In the 50th year, the land was not worked so it could breathe freely once again. All land was redistributed in equally productive shares, clan by clan, as it had originally been held (Leviticus 25 and 26: 34-35, 43-45; Deuteronomy 15: 1-18). These yearlong Jubilee observances that the Bible calls shabbat shabbaton ('Sabbath to the Sabbatical power' or 'deeply restful rest') are times for enacting social justice and freeing the earth from human exploitation. They are times of release from attachments and habits, addictions and idolatries.
Indeed, in these socially revolutionary passages of Torah, the text never uses the word tzedek -- justice -- but instead the words shmitah and dror, which mean 'release,' what Buddhists today call nonattachment. The deepest root of social justice, according to these biblical passages, is the profoundly restful experience of abandoning control over others and over the earth. The tradition of Shabbat does not teach that restfulness and utter nonattachment is the only worthy path to walk. Rather, the tradition is rooted in an earthy sense of sacred work as well as sacred rest. Indeed, the tradition teaches a rhythm, a spiral of doing and being in which the next stage of doing is always higher and deeper, because a time of being has preceded it. According to Evan Eisenberg's book The Ecology of Eden, this rhythm of Shabbat may have emerged from an effort of Western Semitic communities to cope with the emergence of monocrop agriculture in the Sumerian empire. Semitic small farmers, shepherds, and nomads had to face the new high-efficiency agriculture, which brought with it population growth, ownership, and armies.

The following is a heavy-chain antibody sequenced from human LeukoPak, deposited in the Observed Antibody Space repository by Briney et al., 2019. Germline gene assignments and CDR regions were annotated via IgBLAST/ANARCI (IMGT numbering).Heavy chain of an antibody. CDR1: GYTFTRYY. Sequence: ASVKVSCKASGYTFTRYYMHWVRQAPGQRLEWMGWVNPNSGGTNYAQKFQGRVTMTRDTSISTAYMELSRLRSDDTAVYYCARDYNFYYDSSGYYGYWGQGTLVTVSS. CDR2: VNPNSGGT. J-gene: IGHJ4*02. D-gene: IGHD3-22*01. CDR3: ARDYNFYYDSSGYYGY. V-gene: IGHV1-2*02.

The question was, what should the communities of Canaan do? They could ignore the new efficiency -- and go under. They could imitate it -- and see their culture disappear. Or they could learn what was valuable -- and godly -- within it, and absorb that into their own lives in ways that kept their culture both sacred and distinctive.
So one year out of every seven, they pretended to become hunters and gatherers again. They would eat only what grew freely from uncultivated land. They re-affirmed their age-old teaching that God alone, and no human being, owned the land. They came through this profound challenge to their sacred life path changed -- but they were still intact as a people whose Sabbatical restfulness was the sign of their covenant with God.